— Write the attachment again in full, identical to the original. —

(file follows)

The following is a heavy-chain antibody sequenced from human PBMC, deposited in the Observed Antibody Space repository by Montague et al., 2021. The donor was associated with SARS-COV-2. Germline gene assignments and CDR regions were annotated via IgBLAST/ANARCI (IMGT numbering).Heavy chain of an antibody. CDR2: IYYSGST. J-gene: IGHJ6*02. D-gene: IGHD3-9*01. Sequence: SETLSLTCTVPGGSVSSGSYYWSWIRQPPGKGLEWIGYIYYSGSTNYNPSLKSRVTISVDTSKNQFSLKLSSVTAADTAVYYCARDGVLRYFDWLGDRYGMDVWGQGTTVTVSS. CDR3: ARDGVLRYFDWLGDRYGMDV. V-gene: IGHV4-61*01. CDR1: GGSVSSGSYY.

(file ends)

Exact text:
The following is a heavy-chain antibody sequenced from human PBMC, deposited in the Observed Antibody Space repository by Montague et al., 2021. The donor was associated with SARS-COV-2. Germline gene assignments and CDR regions were annotated via IgBLAST/ANARCI (IMGT numbering).Heavy chain of an antibody. CDR2: IYYSGST. J-gene: IGHJ6*02. D-gene: IGHD3-9*01. Sequence: SETLSLTCTVPGGSVSSGSYYWSWIRQPPGKGLEWIGYIYYSGSTNYNPSLKSRVTISVDTSKNQFSLKLSSVTAADTAVYYCARDGVLRYFDWLGDRYGMDVWGQGTTVTVSS. CDR3: ARDGVLRYFDWLGDRYGMDV. V-gene: IGHV4-61*01. CDR1: GGSVSSGSYY.